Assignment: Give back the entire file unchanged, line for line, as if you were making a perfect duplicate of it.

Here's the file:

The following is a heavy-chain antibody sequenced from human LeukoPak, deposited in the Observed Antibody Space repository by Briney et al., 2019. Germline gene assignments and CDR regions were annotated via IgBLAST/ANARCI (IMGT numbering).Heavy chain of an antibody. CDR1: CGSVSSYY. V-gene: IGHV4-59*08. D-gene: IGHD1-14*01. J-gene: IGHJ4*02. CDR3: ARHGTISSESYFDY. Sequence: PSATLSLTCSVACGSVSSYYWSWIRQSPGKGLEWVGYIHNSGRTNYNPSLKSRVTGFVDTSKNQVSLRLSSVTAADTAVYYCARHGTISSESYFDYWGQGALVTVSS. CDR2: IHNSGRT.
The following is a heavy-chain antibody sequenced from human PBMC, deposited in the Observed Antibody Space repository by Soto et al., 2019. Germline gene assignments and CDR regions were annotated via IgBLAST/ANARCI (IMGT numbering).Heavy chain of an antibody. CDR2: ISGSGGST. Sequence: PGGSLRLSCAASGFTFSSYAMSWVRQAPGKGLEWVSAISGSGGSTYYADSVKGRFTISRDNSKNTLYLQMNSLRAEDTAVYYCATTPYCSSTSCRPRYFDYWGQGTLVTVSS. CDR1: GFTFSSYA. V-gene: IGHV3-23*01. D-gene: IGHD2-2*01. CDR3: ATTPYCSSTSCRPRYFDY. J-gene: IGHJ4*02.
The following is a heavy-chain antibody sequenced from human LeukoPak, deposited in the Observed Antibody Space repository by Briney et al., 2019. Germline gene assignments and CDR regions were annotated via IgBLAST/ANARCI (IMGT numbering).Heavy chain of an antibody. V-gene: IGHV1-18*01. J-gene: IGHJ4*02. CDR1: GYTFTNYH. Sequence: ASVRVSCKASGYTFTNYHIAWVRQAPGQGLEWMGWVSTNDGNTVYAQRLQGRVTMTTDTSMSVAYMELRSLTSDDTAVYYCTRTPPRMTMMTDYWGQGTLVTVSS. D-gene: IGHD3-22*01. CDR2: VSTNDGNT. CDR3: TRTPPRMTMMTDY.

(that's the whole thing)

The following is a heavy-chain antibody sequenced from human LeukoPak, deposited in the Observed Antibody Space repository by Briney et al., 2019. Germline gene assignments and CDR regions were annotated via IgBLAST/ANARCI (IMGT numbering).Heavy chain of an antibody. CDR1: CGSVSSYY. V-gene: IGHV4-59*08. D-gene: IGHD1-14*01. J-gene: IGHJ4*02. CDR3: ARHGTISSESYFDY. Sequence: PSATLSLTCSVACGSVSSYYWSWIRQSPGKGLEWVGYIHNSGRTNYNPSLKSRVTGFVDTSKNQVSLRLSSVTAADTAVYYCARHGTISSESYFDYWGQGALVTVSS. CDR2: IHNSGRT.
The following is a heavy-chain antibody sequenced from human PBMC, deposited in the Observed Antibody Space repository by Soto et al., 2019. Germline gene assignments and CDR regions were annotated via IgBLAST/ANARCI (IMGT numbering).Heavy chain of an antibody. CDR2: ISGSGGST. Sequence: PGGSLRLSCAASGFTFSSYAMSWVRQAPGKGLEWVSAISGSGGSTYYADSVKGRFTISRDNSKNTLYLQMNSLRAEDTAVYYCATTPYCSSTSCRPRYFDYWGQGTLVTVSS. CDR1: GFTFSSYA. V-gene: IGHV3-23*01. D-gene: IGHD2-2*01. CDR3: ATTPYCSSTSCRPRYFDY. J-gene: IGHJ4*02.
The following is a heavy-chain antibody sequenced from human LeukoPak, deposited in the Observed Antibody Space repository by Briney et al., 2019. Germline gene assignments and CDR regions were annotated via IgBLAST/ANARCI (IMGT numbering).Heavy chain of an antibody. V-gene: IGHV1-18*01. J-gene: IGHJ4*02. CDR1: GYTFTNYH. Sequence: ASVRVSCKASGYTFTNYHIAWVRQAPGQGLEWMGWVSTNDGNTVYAQRLQGRVTMTTDTSMSVAYMELRSLTSDDTAVYYCTRTPPRMTMMTDYWGQGTLVTVSS. D-gene: IGHD3-22*01. CDR2: VSTNDGNT. CDR3: TRTPPRMTMMTDY.